After a few conversations about what a data engineer is these days, I’ve found that there isn’t a shared understanding of the role. I also noticed the majority of the data engineers I spoke to were experienced software engineers.
Based on this experience, I decided to create a new blog post series that consists of interviews with our data engineers. I believe this will help to demystify data engineering and it might encourage more software engineers to become data engineers.
This week the interview is with me. 🙂
What is data engineering for you and how does it overlap with software engineering?
To make my opinion clear, I’m going to describe the goal of data in organisations so I can move into the specifics of data engineering.
Organisations have multiple systems generating data, transactional, usage data, etc. This data is valuable because it could and should be used to support decision making within an organisation. Sometimes this decision making is achieved by a manual process by looking into dashboards or reports generated by data analysts, some other times it’s achieved by machine learning algorithms created by data scientists that do the decisions by themselves.
Making this data available and usable is the main work of a data engineer. From a high level perspective, the work consists of collecting, modelling, cleaning, transforming the data into datasets, or data streams ready to be consumed. It sounds simple but there are a lot of idiosyncrasies as you can imagine such as data security, schema changes, very big datasets, data quality, etc.
So, how do data engineers solve their tasks? Most of the time it’s by doing software engineering.
That being said, why do we have two different roles? Because the data area is so broad and it requires specific knowledge and a specific mindset to work with (the product is the data, the data needs to be tested apart from the software, etc).
I tend to see data engineering as a layer of skills and knowledge on top of software engineering skills. Also, I believe some software engineers have been working on data engineering tasks without being called ‘data engineers.’
How did you get involved in data engineering?
I started to work on data during my master thesis (and the following research) which was focused on natural language processing for Portuguese. I know it sounds more like data science, and it was. After this research phase, I worked for a couple of years doing software engineering and I ended up in a project where the client asked my team to do an ML model to predict user behaviour. I ended up working on the data science part and also developing an ML model pipeline and an infrastructure to make AB testing of models. These days, we tend to call this last part ML engineering, although I see it as part of data engineering. After this project, I’ve been working on data projects, mostly in data pipelines.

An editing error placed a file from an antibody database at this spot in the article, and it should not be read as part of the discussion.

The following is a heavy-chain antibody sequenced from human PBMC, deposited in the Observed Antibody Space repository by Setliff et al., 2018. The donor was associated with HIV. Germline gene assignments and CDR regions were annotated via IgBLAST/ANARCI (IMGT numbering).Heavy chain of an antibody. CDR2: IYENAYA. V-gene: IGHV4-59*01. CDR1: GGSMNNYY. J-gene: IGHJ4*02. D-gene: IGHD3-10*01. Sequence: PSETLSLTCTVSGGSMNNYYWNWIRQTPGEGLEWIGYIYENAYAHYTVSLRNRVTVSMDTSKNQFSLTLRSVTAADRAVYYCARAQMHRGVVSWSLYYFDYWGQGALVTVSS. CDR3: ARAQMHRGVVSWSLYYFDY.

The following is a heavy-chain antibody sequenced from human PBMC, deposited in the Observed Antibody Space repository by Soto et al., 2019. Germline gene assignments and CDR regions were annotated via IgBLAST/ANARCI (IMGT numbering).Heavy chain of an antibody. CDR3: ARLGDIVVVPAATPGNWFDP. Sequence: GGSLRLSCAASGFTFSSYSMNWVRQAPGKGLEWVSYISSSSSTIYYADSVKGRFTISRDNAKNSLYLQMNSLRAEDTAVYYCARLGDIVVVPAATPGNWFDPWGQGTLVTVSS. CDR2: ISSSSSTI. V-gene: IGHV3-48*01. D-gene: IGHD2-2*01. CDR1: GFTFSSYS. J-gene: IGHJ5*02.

What are the skills a data engineer must have that a software engineer usually doesn’t have?
Starting with some generic topics:
- Strong SQL skills is a must-have.
- Knowing the details of different types of data storages (transactional databases, data warehouses, distributed file systems) is also very important.
- Data modeling is an important part of the job.
- It’s good to know how data scientists and data analysts work because they’re usually the clients of the data.
- GDPR and data security speak for themselves.
Stream processing and big data processing are also very good skills to have because a good part of projects require them. It’s also good to know the data landscape, which is huge, and there isn’t a preferred stack that is consistently widely used.
What data trends are you keeping an eye on?
I’m closely following the trend about leveraging the power of the modern cloud data warehouses which separate storage from computing like BigQuery or Snowflake, to make SQL data pipelines in an ELT fashion. It’s a game-changer, in my opinion. The need to use tools like Spark and to have specialised engineers and infrastructure is minimised. Having the data pipelines in SQL allowed data analysts to participate in the transformation part, and there is a new role emerging based on that, analytics engineering.
I’m keeping an eye on data mesh, with a focus on treating data as a product and having a central team that facilitates the work on data for other teams.
I’m also interested in AutoML. As mentioned, I also have experience as a data scientist, not much, but sufficient to believe that some of that work can be automated. I do believe that AutoML can help data scientists, I don’t believe it can replace them.
Do you have any recommendations for software engineers who want to be data engineers?
It should not be hard if you already have software engineering skills. The field is broad, so you might want to choose one area that you would like to work in, data pipelines for instance, and start to study it from a practical perspective. If you are into books I recommend Designing Data-Intensive Applications as a general data book. Also, if you are part of a project where you can pair on data engineering tasks, give it a try.